In order to assemble the wire harness in the car body, various robotic work steps are necessary. When all product and process data are aggregated in the management shell, these processes must be carried out automatically by a robot in the future. However, how can the work steps in the assembly process be translated into a data model? The data model of the assembly will not only contain the type designation of machines, but also their properties and further information about the robot as well as the tools or grippers mounted on the robot arm.

Figure 1: Assembly of the wire harness in the vehicle

An automated zero point detection in the vehicle can be used to establish a uniform coordinate system for the assembly. When a new request is sent to the production line, all target coordinates can now be defined via the management shells of the car body and wire harness. The loads and ranges can be calculated.

The tasks are dealt with in greater detail in four work packages:

  • WP4.1 Management shell of the relevant assembly components
  • WP4.2 Selection of the processes to be automated
  • WP4.3 Documentation of the requirements for the process
  • WP4.4 Concept for the assembly of the wire harness


Work status

WP4.1 Management shell of the relevant assembly components:

It can be assumed that the wire harness will have one management shell, while the car body will have its own. This way, the robot on the assembly line knows the design data and can interpret it and follow up with appropriate actions. An example: How much a wire harness may be pulled before it breaks. The analysis of the environment is another important point, because several robots may have to work in parallel, especially in threading processes. If, for example, wires are laid from the interior to the engine compartment, robots have to thread them. To accomplish this task, they must be coordinated with each other. This requires the corresponding data, such as the speed at which the threading is carried out.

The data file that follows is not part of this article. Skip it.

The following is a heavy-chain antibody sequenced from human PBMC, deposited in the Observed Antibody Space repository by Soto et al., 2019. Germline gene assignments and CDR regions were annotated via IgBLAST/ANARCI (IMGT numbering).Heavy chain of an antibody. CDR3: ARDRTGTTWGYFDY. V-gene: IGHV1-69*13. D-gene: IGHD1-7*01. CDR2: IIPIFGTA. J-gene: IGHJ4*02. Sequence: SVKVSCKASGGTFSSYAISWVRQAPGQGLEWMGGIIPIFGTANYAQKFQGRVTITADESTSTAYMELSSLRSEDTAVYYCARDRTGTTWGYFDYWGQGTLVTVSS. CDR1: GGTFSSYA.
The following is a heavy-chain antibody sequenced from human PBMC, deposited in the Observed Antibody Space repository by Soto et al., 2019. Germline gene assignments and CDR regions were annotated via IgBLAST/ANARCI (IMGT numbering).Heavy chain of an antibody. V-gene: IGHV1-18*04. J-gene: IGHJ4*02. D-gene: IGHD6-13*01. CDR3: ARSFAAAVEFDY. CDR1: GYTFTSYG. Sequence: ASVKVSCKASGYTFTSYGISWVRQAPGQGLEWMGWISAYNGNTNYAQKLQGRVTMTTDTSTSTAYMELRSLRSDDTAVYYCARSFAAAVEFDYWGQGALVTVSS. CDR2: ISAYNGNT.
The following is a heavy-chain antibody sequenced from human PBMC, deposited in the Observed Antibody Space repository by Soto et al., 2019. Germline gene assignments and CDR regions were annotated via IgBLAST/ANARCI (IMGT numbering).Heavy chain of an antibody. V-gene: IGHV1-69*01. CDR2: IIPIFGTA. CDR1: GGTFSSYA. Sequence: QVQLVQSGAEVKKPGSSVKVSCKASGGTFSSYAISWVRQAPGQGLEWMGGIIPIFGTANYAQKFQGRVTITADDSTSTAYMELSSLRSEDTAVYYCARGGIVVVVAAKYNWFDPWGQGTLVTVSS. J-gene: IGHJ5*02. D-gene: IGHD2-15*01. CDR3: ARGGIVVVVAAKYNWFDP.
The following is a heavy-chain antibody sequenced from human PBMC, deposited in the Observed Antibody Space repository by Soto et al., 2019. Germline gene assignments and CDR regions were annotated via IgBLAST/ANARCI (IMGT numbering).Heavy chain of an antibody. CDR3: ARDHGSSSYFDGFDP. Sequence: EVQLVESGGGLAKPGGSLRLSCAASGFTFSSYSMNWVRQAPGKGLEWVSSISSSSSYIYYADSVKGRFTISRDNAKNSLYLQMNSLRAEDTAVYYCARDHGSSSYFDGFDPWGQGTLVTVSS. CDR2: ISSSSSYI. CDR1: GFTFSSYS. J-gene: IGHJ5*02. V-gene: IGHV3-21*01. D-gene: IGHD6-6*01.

The current work priority includes the provision of process data, analogous to sub-project 3, where we are already a bit further along and know which data is needed for which process step. Tasks such as the semantic description of work instructions and parameters are also part of this process because they ensure that machines or robots can talk to each other.

WP4.2 Selection of the processes to be automated:

The easiest way to illustrate automation is to use an example. A process is sought to replace a task that is currently still mainly carried out manually. Data from this task is derived, stored in the management shell and finetuned for digitalisation, which can eventually lead to automation.

WP4.3 Documentation of the requirements for the process

In work package 4.3, requirements are collected that are necessary for the robot to be able to perform a movement. From this information, the project team derives movement simulations that would be transferred to the robot controller in the form of an Emily file. The goal is for the robot to execute the movement with the help of the file.

WP4.4 Concept for the assembly of the wire harness

In the reality of automated assembly, cameras could be used to detect cables. This would help an assembly robot understand coarse and fine localisation. As a result, it could know that only the wire harness of the boot lid can actually be located in a certain area. In the next step, shape recognition and bar codes could help identify the correct plugs/connectors.

This or something similar is the approach in another independent project, ARENA2036, which deals with the robotic handling of wire harnesses in assembly and production and is scheduled to launch on 1 January 2023. The project is called ‘Robohandling’. There is already an understanding that collaboration makes sense here.